During WW2 Philips was enforced to produce tubes for the German army. They made pretty good tubes before WW2. However for the German army production they used the cheapest and gaseous steel they could find for the anodes, so the tubes didn’t last very long: Same tubes, same brand (and even same factory), same look but finally different tubes.

Cheers
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Old 14th September 2003, 08:43 AM   #27
DrG is offline DrG  South Africa
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Where are you, ACD...?

I'm really looking forward to an interesting debate between you and John Curl...
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Old 14th September 2003, 02:29 PM   #28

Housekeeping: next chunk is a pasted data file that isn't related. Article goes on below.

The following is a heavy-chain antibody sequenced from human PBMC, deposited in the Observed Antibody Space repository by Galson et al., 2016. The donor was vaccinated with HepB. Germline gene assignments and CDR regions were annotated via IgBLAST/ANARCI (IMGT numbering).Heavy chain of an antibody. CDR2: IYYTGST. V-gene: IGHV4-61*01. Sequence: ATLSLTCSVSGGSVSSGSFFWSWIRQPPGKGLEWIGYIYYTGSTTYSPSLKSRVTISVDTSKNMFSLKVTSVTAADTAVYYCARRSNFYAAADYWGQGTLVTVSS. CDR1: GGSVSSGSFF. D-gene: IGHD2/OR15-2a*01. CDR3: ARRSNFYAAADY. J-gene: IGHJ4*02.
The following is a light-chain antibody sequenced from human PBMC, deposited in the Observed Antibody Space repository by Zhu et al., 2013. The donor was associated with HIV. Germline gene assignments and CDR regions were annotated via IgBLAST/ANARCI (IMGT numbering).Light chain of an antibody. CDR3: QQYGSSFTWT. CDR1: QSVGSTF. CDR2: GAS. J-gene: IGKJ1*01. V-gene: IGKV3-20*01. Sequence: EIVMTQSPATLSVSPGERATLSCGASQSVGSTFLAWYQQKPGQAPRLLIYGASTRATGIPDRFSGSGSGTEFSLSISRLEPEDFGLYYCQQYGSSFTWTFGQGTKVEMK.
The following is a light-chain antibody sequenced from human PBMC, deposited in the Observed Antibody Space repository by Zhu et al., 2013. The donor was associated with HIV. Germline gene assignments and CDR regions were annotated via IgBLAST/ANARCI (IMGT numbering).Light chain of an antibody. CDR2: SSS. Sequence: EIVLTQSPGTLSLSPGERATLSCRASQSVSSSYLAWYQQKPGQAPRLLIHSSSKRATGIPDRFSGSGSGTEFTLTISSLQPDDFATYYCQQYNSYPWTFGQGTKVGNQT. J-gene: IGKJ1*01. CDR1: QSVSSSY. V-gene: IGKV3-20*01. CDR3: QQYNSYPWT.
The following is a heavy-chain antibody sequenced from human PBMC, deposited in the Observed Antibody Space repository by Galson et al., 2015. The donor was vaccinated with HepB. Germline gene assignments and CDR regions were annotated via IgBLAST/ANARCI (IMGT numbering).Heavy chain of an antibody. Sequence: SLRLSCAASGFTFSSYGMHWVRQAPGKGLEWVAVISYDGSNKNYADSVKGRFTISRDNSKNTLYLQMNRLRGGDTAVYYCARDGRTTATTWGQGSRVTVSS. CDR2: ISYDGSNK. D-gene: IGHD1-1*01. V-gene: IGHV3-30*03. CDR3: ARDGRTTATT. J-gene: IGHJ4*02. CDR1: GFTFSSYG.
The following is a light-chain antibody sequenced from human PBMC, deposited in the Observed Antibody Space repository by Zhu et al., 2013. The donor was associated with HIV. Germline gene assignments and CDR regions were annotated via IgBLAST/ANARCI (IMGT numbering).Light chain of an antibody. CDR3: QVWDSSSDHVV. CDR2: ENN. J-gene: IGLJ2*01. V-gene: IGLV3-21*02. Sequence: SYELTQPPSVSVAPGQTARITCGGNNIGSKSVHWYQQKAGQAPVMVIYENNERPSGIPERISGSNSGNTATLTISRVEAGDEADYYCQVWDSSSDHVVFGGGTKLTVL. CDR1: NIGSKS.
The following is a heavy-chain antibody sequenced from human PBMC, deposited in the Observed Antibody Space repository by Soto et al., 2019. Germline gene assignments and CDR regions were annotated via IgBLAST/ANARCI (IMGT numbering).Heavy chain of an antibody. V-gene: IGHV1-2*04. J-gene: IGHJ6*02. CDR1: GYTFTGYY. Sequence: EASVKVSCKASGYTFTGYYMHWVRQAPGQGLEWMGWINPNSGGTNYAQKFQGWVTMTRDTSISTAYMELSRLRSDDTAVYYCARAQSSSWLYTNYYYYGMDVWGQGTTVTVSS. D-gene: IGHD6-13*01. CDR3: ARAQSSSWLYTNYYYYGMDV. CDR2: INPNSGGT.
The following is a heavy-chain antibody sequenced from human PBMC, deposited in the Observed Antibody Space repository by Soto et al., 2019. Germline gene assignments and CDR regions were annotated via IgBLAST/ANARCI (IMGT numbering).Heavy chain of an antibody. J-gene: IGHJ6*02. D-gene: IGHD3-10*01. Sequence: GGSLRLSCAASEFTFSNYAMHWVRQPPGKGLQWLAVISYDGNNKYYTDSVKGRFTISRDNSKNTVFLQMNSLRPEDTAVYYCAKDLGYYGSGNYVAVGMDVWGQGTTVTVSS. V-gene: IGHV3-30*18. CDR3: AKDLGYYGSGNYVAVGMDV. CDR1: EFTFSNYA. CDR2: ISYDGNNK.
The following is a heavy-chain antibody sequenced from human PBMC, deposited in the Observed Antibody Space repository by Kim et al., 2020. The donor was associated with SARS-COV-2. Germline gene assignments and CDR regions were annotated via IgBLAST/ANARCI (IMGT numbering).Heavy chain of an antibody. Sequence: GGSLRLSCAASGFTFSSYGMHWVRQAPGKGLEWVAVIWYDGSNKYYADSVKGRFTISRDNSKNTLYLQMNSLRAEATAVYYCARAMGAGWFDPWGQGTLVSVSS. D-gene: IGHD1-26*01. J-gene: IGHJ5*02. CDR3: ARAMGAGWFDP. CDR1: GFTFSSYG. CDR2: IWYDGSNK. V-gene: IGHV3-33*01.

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Default DrG

I'm right here in the background wondering about how easy it is to get people to each other...
No mystery that wars starts so easily

To make this short:

Caps
Yes! There are good and bad caps, but no "magic" caps.....

Trannies
Yes! There are good and bad trannies, but no "magic" trannies.....

However my experience still tells me:
If you replace one "good" transistor or cap with another brand (with app. similar spec's) you will not be able to tell the difference.....

And just for the record!
I have never postulated that you just can use "crap" components
and expect High End results

However good standard components combined with the right
circuit and layout etc. can sound like a $10,000 amp
Most amps that sells for big buck's, just contains ordinary
components of standard quality... And many of these are known as "Reference Amplifiers" by magasines etc.

But lets keep discussing
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Old 14th September 2003, 03:16 PM   #29
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Default Re: DrG

Quote:
Originally posted by ACD